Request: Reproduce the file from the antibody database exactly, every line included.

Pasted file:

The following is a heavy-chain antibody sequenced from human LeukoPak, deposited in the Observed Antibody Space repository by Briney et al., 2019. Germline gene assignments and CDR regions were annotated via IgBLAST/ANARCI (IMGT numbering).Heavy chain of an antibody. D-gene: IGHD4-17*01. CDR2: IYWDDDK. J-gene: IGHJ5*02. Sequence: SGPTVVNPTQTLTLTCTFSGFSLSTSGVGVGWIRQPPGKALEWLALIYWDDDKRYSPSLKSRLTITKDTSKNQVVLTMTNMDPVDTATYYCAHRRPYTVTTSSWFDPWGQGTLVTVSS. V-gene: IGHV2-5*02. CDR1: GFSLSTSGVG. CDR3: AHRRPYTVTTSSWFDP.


The following is a heavy-chain antibody sequenced from human LeukoPak, deposited in the Observed Antibody Space repository by Briney et al., 2019. Germline gene assignments and CDR regions were annotated via IgBLAST/ANARCI (IMGT numbering).Heavy chain of an antibody. D-gene: IGHD4-17*01. CDR2: IYWDDDK. J-gene: IGHJ5*02. Sequence: SGPTVVNPTQTLTLTCTFSGFSLSTSGVGVGWIRQPPGKALEWLALIYWDDDKRYSPSLKSRLTITKDTSKNQVVLTMTNMDPVDTATYYCAHRRPYTVTTSSWFDPWGQGTLVTVSS. V-gene: IGHV2-5*02. CDR1: GFSLSTSGVG. CDR3: AHRRPYTVTTSSWFDP.